After that long and perhaps depressing list of the oral and dental problems that smoking marijuana can cause, you might be thinking that the alternative might be taking your cannabis as edibles. It is possible to put cannabinoids into tasty foods, such as sweet baked goods or candies. At the moment in Ontario, edible marijuana products are strictly in the realm of personal manufacture; however, they will be soon legalized as smoking has been.
Consequently, the oral health implications of cannabis edibles need to be considered. In the simplest terms, oral and dental problems exist with “edibles” but they are really just the same problems as those foods would present without the cannabis included. Therefore, bear in mind sugar content: sugars are one of the fundamental dangers to oral health.
In addition, cannabis consumption can lead to snacking habits that are bad for oral health, as well as forgetting to brush the teeth. Rinsing, while also important, can be too easily overlooked.
Therefore, while the dental and oral problems of smoking cannabis are reduced, cannabis edibles are not perfectly innocent: they still introduce risks to oral health.
Interacting with Your Dentist
Dentists may well see the evidence of cannabis use when looking onto your mouth, but don’t assume so: it’s important to keep your dentist in the loop (at least, these days you will likely be less reticent to do so). But you and your dentist will need to consider marijuana use as far as the planning and timing dental visits.
Therefore you should tell your dentist if you use cannabis. Using cannabis (in any form) before a dental procedure can negatively affect the type and amount of medication or sedation you require, increase bleeding, and complicate your ability to heal. The effects of the cannabis use pertain to the strength of the cannabis, the duration of its effects, and whether one has smoked cannabis or consumed edibles.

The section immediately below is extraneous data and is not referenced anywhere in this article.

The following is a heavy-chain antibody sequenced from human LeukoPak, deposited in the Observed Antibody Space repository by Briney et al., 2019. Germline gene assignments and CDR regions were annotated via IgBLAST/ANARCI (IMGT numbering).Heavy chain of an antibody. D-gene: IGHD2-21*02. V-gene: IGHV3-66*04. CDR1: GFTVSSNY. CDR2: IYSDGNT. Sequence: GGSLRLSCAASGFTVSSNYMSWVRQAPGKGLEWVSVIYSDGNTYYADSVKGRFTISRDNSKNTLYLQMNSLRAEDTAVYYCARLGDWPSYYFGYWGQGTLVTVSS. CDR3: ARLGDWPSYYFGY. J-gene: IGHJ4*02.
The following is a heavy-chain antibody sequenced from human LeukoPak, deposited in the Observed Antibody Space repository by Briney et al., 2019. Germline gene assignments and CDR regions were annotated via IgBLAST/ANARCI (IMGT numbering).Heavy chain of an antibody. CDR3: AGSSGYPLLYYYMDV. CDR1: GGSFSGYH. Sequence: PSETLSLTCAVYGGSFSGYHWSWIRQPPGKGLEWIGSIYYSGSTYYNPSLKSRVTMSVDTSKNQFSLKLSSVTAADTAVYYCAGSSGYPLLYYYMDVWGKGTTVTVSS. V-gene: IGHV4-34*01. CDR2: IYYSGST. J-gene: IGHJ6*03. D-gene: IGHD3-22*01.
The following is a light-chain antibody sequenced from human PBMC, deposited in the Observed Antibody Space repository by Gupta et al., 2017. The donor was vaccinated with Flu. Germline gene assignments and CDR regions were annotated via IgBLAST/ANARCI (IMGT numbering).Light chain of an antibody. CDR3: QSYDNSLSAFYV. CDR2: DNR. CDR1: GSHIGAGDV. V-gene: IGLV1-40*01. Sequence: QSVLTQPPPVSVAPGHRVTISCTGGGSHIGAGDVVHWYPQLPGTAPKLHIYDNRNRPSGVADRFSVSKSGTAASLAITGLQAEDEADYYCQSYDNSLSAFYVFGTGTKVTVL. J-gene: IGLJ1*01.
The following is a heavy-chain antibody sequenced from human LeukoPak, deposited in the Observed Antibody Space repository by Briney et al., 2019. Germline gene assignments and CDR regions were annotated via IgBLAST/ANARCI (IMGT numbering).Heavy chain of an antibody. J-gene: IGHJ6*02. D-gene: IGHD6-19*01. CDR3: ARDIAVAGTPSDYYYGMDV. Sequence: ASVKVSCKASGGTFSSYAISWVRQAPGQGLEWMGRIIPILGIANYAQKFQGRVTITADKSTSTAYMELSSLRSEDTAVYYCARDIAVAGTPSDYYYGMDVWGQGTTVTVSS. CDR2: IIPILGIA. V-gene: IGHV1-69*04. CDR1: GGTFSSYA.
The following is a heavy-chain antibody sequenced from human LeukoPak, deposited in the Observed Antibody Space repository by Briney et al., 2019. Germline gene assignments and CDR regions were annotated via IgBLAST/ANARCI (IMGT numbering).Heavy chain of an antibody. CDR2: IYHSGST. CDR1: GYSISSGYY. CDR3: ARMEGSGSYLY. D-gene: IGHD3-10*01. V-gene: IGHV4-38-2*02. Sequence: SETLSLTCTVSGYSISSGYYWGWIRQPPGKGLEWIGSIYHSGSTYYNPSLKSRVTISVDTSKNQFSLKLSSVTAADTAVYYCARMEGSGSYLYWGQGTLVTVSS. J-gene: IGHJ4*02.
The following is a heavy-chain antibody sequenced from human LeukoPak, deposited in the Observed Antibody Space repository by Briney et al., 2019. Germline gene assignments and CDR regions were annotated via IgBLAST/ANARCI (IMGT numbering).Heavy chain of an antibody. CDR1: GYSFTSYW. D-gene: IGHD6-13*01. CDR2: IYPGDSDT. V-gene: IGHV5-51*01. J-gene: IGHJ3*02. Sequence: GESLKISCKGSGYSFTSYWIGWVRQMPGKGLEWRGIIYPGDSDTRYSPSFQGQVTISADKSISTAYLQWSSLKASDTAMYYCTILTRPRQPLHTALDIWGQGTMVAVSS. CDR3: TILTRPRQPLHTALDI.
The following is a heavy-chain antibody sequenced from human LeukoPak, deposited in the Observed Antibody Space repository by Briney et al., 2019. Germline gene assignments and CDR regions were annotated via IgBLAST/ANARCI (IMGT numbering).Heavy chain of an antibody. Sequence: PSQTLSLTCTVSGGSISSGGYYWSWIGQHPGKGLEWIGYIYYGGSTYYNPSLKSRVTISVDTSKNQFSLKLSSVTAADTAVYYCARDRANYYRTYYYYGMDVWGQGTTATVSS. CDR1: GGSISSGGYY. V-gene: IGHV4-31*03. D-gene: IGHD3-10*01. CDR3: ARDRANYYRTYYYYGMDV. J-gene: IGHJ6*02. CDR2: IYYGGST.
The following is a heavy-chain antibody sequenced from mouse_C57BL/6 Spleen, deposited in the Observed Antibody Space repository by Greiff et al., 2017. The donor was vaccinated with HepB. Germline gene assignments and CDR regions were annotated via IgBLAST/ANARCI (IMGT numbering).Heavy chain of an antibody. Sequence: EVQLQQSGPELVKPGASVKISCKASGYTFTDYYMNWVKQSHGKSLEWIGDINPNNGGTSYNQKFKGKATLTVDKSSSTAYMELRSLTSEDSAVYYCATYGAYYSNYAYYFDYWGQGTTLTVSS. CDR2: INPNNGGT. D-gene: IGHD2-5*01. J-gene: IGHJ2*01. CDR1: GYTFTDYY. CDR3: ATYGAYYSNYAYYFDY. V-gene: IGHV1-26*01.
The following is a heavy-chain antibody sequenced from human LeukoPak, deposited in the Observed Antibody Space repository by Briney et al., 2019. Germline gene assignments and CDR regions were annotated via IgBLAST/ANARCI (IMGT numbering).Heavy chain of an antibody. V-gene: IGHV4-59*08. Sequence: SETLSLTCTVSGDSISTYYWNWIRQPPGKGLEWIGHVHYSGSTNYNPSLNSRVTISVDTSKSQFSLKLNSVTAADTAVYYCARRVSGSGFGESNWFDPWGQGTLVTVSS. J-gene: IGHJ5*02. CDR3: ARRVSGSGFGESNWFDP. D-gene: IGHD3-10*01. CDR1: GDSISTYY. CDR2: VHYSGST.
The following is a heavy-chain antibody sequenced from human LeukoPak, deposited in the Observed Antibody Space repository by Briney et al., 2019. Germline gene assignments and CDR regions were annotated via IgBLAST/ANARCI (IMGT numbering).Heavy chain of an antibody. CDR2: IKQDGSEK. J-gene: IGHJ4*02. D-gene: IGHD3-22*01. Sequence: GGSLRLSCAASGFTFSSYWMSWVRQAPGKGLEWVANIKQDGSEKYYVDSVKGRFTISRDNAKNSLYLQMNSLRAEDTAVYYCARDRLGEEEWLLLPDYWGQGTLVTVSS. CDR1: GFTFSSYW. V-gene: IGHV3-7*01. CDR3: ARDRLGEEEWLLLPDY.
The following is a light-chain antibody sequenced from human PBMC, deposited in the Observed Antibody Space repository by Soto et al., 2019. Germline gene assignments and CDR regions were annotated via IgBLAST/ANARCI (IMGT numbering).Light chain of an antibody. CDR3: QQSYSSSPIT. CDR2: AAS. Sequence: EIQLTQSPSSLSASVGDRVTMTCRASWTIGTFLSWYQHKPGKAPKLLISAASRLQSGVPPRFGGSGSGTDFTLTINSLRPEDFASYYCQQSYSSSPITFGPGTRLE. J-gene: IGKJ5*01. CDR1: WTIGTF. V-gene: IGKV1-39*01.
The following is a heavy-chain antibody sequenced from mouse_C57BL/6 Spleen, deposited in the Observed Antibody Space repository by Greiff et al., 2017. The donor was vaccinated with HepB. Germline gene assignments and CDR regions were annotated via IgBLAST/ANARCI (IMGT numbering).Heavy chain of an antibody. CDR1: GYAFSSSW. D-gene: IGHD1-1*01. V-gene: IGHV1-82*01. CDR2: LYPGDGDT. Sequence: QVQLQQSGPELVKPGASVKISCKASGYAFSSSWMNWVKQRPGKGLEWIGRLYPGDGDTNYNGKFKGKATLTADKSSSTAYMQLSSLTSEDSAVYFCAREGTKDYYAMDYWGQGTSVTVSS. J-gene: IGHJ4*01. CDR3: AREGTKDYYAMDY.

The Canadian Dental Association Position on Cannabis Legalization
By now, you can probably guess that the Canadian Dental Association does not look favourably on cannabis use, and has produced a position paper on the topic. They “strongly advise against the use of tobacco products and smoking of cannabis because of the unacceptable risks posed to general and oral health” and realistically “acknowledge that despite the already known risks, patients may still choose to use these products”.
They therefore recommend that:
- patients review their use with their dentist;
- dentists review with patients the known and potential risks of exposure and consumption and recommend measures that promote cessation and reduce harm;
endorse action to reduce the potential harm to Canadians through
- banning all advertising and promotion;
- strictly enforcing regulations prohibiting sale to minors;
- continuing bans on public smoking (to reduce second hand effects);
- prohibiting exports of cannabis products, especially to developing nations.
These recommendations by the CDA amount to an admission to the fact that the change in the legal status of marijuana and cannabis generally is not a good thing for dental health. At this point responsibility for cannabis use becomes a personal decision, best made by informed users, should they choose to use cannabis.
Sherway Gardens Dental Centre can advise you on the best strategies for managing your dental health. Reducing or eliminating your mouth’s exposure to smoke—tobacco or marijuana—is an excellent first step. Now that we are living in a legal context that permits cannabis use, it’s important to manage this new element in our lives keeping in mind our dental health. Contact us for more information.